It strikes me that these kids don't owe anyone any service, but that a hell of a lot is owed to them, such as fully funded schools, more access to college, teachers who are paid enough to attract top talent, smaller classes, full employment for their parents and an employment base that is not divided into the pink and blue collar have-nots and the white collar gimme-mores.

Looking ahead to college, it is a little less coercive, but still does nothing to relieve the burdens on lower class students trying to get ahead. A tax credit for community service? Oh, please, not more of this rewarmed Republican bullshit. Why should poor kids have to take time out from their studying to scrounge up some tax credit? How about providing no interest loans to kids from families with incomes less than the national average?

Trying to convert college-based jobs for free labor in "the community" is stupid. My work study jobs were as a research assistant to professors who encouraged me to use it as an opportunity to expand my own interests. Other students who worked in food service or the library (items singled out in the above proposal) made money while on campus, reducing transportation and scheduling issues, plus could more easily mix studies with work. I don't think these "poor people better work!" proposals understand how difficult it can be to get around if you are already short of funds and don't have a car or ready access to convenient public transportation. "Service" sounds great until you factor in how time is precious when you need to work as well as go to school.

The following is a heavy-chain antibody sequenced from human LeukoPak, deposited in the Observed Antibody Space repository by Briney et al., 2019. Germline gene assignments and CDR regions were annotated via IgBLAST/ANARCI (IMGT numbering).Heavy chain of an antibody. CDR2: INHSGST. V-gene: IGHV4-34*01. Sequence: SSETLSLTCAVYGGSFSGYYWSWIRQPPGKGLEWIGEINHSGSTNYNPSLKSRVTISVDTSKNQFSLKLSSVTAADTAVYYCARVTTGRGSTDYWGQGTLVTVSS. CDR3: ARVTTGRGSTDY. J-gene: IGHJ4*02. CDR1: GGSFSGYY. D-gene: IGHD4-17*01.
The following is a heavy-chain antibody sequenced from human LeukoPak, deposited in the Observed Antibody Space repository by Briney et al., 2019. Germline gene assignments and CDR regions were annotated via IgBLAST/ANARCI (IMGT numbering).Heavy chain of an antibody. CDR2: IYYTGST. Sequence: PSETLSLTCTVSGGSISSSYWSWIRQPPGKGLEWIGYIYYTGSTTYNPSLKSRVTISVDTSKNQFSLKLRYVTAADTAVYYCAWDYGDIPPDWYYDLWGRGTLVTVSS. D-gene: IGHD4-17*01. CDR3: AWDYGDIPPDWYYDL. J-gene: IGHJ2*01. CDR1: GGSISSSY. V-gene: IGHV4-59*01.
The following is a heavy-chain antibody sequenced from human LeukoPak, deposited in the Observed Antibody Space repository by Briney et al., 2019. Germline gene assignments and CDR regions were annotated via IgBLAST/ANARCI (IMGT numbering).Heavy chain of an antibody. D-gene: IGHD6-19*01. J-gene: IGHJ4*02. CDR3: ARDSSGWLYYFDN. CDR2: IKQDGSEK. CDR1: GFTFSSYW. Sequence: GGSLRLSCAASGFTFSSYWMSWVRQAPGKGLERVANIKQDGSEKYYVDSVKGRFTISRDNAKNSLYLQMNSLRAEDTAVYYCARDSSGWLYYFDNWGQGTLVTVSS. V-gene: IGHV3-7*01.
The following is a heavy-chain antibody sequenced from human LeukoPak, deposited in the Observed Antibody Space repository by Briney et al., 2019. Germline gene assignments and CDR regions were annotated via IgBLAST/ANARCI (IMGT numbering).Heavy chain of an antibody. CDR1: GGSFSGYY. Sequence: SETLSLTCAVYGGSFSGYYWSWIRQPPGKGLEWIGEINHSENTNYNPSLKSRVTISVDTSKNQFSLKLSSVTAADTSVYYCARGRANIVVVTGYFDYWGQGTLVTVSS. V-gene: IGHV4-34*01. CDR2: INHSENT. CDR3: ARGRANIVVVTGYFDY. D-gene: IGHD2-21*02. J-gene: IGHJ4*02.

And none of it addresses the social inequities, that well-off students will not need to do these things and can spend their time 100% dedicated to their studies, or "networking" with their buddies and professors to schmooze their way into plum job opportunities.

In the end, whatever the good intentions, these "service" plans continue to reduce poor and working class teens and young adults to "hands" - what physical labor can we extract from you because your parents aren't rich enough to shield you from economic want? And let's be clear that this is not something that is going to touch the offspring of the well-to-do. That segment of society already picks and chooses what "service" it wishes to perform, if any. Participation in these programs brands the kids as being from the losing end of the socio-economic spectrum. They are being asked to fill in the community maintenance shortfalls that exist because of the screwed up social and economic policies that have impoverished communities since Reagan.